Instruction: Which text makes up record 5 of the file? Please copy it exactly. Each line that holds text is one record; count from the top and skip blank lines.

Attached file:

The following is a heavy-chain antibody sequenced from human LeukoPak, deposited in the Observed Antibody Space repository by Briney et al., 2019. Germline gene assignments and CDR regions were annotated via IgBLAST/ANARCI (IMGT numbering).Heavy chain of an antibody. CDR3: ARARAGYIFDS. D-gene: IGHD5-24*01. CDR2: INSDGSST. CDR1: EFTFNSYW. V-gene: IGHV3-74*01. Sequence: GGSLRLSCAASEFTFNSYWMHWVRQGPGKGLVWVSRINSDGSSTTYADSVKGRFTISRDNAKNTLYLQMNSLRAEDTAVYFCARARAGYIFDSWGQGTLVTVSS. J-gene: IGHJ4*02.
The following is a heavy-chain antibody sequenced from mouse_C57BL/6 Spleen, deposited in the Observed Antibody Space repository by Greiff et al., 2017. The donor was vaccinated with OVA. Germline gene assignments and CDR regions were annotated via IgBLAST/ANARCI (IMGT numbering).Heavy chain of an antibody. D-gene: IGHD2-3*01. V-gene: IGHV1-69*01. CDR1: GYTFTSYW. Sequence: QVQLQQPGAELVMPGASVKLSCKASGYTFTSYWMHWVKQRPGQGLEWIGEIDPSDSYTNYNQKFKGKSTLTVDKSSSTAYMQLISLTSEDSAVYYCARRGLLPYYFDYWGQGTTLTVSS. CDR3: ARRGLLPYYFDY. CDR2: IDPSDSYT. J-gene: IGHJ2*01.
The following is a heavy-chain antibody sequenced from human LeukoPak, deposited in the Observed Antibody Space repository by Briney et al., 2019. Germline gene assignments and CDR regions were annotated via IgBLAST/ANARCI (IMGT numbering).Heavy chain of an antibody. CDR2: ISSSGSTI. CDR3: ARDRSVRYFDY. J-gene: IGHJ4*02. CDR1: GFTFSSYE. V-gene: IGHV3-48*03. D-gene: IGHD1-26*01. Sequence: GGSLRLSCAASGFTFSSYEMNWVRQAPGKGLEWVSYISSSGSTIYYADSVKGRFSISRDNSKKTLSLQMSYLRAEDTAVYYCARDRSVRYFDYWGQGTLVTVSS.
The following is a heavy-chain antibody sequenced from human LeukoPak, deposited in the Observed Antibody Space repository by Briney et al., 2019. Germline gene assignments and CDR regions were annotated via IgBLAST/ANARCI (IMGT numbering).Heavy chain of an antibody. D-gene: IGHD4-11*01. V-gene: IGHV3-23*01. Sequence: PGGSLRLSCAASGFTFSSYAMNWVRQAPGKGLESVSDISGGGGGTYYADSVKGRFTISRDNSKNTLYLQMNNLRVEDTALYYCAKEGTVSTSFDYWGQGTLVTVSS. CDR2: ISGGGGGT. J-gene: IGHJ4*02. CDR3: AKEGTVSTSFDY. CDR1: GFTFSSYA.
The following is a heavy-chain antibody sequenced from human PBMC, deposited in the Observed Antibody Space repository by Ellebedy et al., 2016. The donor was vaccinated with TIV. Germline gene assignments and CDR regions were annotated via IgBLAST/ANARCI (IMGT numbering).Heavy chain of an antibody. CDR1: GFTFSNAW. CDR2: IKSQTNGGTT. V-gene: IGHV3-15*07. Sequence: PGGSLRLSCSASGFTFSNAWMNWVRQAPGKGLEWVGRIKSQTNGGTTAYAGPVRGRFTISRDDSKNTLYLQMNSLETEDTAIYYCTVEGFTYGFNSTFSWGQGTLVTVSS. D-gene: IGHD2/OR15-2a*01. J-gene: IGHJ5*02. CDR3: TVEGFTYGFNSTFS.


The following is a heavy-chain antibody sequenced from human PBMC, deposited in the Observed Antibody Space repository by Ellebedy et al., 2016. The donor was vaccinated with TIV. Germline gene assignments and CDR regions were annotated via IgBLAST/ANARCI (IMGT numbering).Heavy chain of an antibody. CDR1: GFTFSNAW. CDR2: IKSQTNGGTT. V-gene: IGHV3-15*07. Sequence: PGGSLRLSCSASGFTFSNAWMNWVRQAPGKGLEWVGRIKSQTNGGTTAYAGPVRGRFTISRDDSKNTLYLQMNSLETEDTAIYYCTVEGFTYGFNSTFSWGQGTLVTVSS. D-gene: IGHD2/OR15-2a*01. J-gene: IGHJ5*02. CDR3: TVEGFTYGFNSTFS.